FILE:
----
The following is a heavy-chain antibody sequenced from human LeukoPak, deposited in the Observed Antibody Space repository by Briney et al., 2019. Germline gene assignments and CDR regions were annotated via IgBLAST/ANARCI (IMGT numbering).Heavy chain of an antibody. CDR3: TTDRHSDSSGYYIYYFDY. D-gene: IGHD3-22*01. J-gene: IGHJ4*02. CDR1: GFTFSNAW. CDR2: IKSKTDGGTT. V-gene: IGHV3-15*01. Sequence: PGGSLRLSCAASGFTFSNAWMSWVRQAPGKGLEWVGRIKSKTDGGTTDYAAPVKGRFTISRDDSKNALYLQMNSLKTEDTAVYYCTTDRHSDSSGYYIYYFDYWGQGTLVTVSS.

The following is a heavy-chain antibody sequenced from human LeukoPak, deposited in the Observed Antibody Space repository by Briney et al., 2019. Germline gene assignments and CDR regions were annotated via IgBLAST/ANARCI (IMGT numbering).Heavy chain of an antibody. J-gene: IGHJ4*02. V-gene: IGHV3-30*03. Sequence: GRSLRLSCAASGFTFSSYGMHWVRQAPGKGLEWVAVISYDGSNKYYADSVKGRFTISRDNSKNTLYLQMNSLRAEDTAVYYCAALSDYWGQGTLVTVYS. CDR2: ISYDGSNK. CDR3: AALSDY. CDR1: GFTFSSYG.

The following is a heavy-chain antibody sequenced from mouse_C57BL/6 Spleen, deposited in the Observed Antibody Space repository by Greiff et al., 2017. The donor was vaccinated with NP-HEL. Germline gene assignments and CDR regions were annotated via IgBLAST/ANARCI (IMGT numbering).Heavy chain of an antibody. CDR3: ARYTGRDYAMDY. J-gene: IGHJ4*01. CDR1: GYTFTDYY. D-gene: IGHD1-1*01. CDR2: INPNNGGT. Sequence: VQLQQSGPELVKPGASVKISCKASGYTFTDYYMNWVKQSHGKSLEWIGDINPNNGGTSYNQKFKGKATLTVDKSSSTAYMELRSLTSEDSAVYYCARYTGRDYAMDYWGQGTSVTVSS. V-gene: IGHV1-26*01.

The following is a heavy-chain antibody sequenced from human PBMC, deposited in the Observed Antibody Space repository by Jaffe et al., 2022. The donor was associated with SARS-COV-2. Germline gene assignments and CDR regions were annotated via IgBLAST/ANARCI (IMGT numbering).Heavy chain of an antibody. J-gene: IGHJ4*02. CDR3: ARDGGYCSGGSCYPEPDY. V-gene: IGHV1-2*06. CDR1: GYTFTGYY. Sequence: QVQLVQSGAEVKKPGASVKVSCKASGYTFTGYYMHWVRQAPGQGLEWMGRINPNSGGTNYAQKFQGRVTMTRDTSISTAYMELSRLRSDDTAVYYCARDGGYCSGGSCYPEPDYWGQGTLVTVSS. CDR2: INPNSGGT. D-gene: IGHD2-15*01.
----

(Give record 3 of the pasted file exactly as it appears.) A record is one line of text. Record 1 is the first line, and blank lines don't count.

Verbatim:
The following is a heavy-chain antibody sequenced from mouse_C57BL/6 Spleen, deposited in the Observed Antibody Space repository by Greiff et al., 2017. The donor was vaccinated with NP-HEL. Germline gene assignments and CDR regions were annotated via IgBLAST/ANARCI (IMGT numbering).Heavy chain of an antibody. CDR3: ARYTGRDYAMDY. J-gene: IGHJ4*01. CDR1: GYTFTDYY. D-gene: IGHD1-1*01. CDR2: INPNNGGT. Sequence: VQLQQSGPELVKPGASVKISCKASGYTFTDYYMNWVKQSHGKSLEWIGDINPNNGGTSYNQKFKGKATLTVDKSSSTAYMELRSLTSEDSAVYYCARYTGRDYAMDYWGQGTSVTVSS. V-gene: IGHV1-26*01.